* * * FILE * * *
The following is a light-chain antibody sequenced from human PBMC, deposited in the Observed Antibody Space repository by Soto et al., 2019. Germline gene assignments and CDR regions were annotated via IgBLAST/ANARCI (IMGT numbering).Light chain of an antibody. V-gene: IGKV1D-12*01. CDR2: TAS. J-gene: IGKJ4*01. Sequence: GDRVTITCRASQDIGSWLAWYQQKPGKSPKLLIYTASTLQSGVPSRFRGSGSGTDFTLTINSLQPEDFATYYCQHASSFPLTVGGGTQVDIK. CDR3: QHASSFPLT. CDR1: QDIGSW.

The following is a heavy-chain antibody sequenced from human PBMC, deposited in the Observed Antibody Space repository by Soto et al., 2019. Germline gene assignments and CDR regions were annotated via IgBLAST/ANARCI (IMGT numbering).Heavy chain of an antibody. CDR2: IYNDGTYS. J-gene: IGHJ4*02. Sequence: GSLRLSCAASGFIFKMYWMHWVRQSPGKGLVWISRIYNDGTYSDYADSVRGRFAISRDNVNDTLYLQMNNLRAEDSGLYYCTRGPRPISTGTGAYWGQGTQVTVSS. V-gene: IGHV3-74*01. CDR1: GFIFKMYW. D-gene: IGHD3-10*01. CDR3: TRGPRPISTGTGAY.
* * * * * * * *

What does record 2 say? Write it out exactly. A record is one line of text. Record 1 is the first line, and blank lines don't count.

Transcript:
The following is a heavy-chain antibody sequenced from human PBMC, deposited in the Observed Antibody Space repository by Soto et al., 2019. Germline gene assignments and CDR regions were annotated via IgBLAST/ANARCI (IMGT numbering).Heavy chain of an antibody. CDR2: IYNDGTYS. J-gene: IGHJ4*02. Sequence: GSLRLSCAASGFIFKMYWMHWVRQSPGKGLVWISRIYNDGTYSDYADSVRGRFAISRDNVNDTLYLQMNNLRAEDSGLYYCTRGPRPISTGTGAYWGQGTQVTVSS. V-gene: IGHV3-74*01. CDR1: GFIFKMYW. D-gene: IGHD3-10*01. CDR3: TRGPRPISTGTGAY.